Bill Kristol wasn't too terribly impressed with Senator Barack Obama's recent commencement address at Wesleyan University. Well, all right, he did say that the speech was "skillfully crafted and well delivered, the grace notes were graceful, and the exhortations to public service seemed heartfelt but not cloying." But Kristol isn't going to just sit back and let Obama tell people that he was making some sort of great personal sacrifice by going to work as a community organizer in Chicago for "$12,000 a year plus $2,000 for an old, beat-up car."
Kristol sniffs: "Obama wants us to be impressed by the drama of his spurning the big bucks, by his bold acceptance of such a pittance of money in order that he could do good."
But then, in that particular way of his that couples every grand point with something utterly idiotic, Kristol went on to inform Times readers just how chintzy the pay is at his former employer, The Weekly Standard.
Leave aside the fact that two years elapsed between Obama's graduation from Columbia in 1983 and his heading off to Chicago in 1985. Dramatic foreshortening is, after all, sometimes necessary. And leave aside whether $14,000 in 1985 was really such a shockingly low salary for someone recently out of college -- in inflation-adjusted dollars, it's about what we pay entry-level editorial assistants today at The Weekly Standard.
As ThinkProgress notes, the privilege of slaving over the Bill Kristols of today at the Standard will net you $23,958, adding, "It seems Kristol may be living in a time warp because what he pays his new employees is less than the average salary for the lowest-level congressional staffer."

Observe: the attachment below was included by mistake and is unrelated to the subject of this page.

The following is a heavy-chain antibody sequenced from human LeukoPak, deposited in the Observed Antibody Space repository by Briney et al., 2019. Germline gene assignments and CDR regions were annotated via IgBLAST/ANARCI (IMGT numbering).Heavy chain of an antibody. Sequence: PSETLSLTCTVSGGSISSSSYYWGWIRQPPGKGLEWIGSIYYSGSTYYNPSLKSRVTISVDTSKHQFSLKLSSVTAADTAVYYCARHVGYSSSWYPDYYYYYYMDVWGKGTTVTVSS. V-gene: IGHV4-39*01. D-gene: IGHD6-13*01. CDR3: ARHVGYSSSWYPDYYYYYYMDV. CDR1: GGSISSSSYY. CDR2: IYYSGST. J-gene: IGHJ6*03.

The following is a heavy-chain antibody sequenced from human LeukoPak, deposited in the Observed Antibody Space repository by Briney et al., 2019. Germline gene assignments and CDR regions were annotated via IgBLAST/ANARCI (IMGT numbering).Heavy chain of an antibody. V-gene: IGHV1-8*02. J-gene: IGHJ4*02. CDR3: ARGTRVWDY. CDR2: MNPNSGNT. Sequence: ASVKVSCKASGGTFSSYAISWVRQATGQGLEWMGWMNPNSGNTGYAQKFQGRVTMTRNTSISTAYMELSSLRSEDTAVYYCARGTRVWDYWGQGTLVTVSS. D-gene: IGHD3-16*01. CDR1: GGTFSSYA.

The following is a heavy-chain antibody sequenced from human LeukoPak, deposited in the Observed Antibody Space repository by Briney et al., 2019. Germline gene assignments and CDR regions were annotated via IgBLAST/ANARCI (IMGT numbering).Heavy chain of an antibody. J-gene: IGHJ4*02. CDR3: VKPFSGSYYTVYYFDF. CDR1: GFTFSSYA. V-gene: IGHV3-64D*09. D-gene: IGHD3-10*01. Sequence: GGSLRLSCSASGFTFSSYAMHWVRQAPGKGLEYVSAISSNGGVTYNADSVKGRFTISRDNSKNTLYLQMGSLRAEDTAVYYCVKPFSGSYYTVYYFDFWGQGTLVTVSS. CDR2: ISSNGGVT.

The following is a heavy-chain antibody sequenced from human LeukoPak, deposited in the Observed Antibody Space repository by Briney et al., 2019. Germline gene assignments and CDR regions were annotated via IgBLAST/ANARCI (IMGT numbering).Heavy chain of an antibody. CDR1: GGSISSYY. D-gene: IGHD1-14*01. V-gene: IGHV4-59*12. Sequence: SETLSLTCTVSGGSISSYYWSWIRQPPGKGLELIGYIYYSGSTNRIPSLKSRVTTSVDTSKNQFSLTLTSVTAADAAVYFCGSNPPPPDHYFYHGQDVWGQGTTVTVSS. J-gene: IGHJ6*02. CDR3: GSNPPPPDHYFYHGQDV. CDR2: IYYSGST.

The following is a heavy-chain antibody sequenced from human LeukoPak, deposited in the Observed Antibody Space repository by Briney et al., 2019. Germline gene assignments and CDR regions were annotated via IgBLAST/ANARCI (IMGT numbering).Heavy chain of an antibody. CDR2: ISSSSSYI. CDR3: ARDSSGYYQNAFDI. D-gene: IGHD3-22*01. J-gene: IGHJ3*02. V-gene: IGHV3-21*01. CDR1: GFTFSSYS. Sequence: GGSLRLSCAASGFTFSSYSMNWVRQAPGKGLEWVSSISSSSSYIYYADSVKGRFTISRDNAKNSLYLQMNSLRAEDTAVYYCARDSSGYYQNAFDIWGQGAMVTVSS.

So, graduates of the United States of America, before you take that editorial assistant job at The Weekly Standard, ask yourself: are you really prepared to throw away a bright future in panhandling?
Of course, this recent entry by John Aravosis at AmericaBlog, tipped by the eagle-eyed Remember The Midwest blog demonstrates how a person can afford to work at the Standard on chump change - by taking the ideas of other people, it leaves one plenty of time to hold down a second, more lucrative job:
RealClearPolitics, May 27, 2008, in an article ironically titled "Obama's sin of omission":
So I guess it's just me wondering -- how on earth do you give a speech on that topic and not mention our country's most widespread and important form of public service and sacrifice, military service?
Maybe Obama didn't want to go there because of the unfortunate political contrast between himself and John McCain when it comes to military service and knowledge, an unflattering comparison that left Obama on the short end of a recent political exchange over veterans' benefits.
Now here is NYT op ed columnist Bill Kristol, dated today June 2, in a piece entitled "What Obama left out":
More striking is Obama's sin of omission. In the rest of the speech, he goes on to detail -- at some length -- the "so many ways to serve" that are available "at this defining moment in our history." There's the Peace Corps, there's renewable energy, there's education, there's poverty -- there are all kinds of causes you can take up "should you take the path of service."
But there's one obvious path of service Obama doesn't recommend -- or even mention: military service. He does mention war twice: "At a time of war, we need you to work for peace." And, we face "big challenges like war and recession." But there's nothing about serving your country in uniform.
It can't be that the possibility of military service as an admirable form of public service didn't occur to Obama. Only the day before, Obama had been squabbling with John McCain about veterans' benefits.